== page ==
Michigan to Update Mechanic Licensing Requirements
Feb. 20, 2020—Michigan State Rep. Greg Markkanen’s proposal to update the state’s licensing rules for auto mechanics was approved yesterday by the House with unanimous bipartisan support, reports WLUC-TV 6.
According to the report, state law intends to require mechanics to have a special certification to work on larger commercial trucks because they typically have more advanced components. Rep. Markkanen said his plan updates the law to more accurately reflect the larger size of modern pickup trucks and make sure a special certificate is not required to service a pickup.
“When the current rules were established, it made sense to classify any vehicle weighing more than 10,000 pounds as a heavy-duty truck that requires the special certificate,” Markkanen told WLUC. “Now, many pickup trucks weigh more than 10,000 pounds, and their engines, transmissions and other components are not any different than the mechanics in smaller cars and trucks.”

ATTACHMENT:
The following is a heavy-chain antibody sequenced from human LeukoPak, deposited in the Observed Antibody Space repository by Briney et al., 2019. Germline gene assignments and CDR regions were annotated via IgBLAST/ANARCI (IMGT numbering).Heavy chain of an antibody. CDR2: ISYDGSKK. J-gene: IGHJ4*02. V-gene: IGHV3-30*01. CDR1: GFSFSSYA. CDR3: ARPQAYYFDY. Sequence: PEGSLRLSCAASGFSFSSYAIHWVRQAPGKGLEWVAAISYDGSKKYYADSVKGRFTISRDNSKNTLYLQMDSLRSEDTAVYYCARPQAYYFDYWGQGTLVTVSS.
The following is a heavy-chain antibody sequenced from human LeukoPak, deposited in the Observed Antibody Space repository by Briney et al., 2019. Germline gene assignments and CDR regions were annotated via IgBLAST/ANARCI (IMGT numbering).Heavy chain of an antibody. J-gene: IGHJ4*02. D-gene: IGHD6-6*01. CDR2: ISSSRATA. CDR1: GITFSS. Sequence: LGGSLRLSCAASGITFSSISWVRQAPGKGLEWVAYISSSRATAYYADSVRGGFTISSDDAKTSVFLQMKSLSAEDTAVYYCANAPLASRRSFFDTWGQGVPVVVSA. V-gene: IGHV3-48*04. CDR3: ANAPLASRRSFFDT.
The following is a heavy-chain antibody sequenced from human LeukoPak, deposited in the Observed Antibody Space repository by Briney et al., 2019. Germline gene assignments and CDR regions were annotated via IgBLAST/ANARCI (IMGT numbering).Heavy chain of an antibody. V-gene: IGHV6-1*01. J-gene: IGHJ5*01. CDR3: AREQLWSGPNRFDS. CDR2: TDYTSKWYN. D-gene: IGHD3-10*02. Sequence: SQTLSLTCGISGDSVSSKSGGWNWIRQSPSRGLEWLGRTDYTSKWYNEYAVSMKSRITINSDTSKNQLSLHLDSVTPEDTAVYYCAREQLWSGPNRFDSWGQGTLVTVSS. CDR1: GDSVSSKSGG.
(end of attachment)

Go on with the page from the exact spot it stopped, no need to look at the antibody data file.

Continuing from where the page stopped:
The report states, for example, that Chevrolet Silverado 3500 HD truck models produced between 2001 and 2019 weigh between 10,000 and 13,020 pounds. Models of the Ford F-350 produced between 1999 and 2019 weigh between 10,000 and 14,000 pounds. Markkanen says the situation has caused problems for auto repair shops.
“If a small shop doesn’t have a special heavy-duty mechanic on duty they have to turn away anyone who shows up in a pickup truck, even if the customer only wanted a basic brake job,” Markkanen told the news station. “Heavy-duty certified mechanics in a larger shop might get pulled away from a job on a legitimate heavy-duty truck to perform a routine repair on a pickup truck.”
The passed proposal updates the definition of a heavy-duty truck to include any vehicle with a weight rating of more than 14,000 pounds. With this change, a special certificate would no longer be needed to work on pickup trucks that weigh between 10,000 and 14,000 pounds.
The plan now advances to the Michigan Senate for further consideration.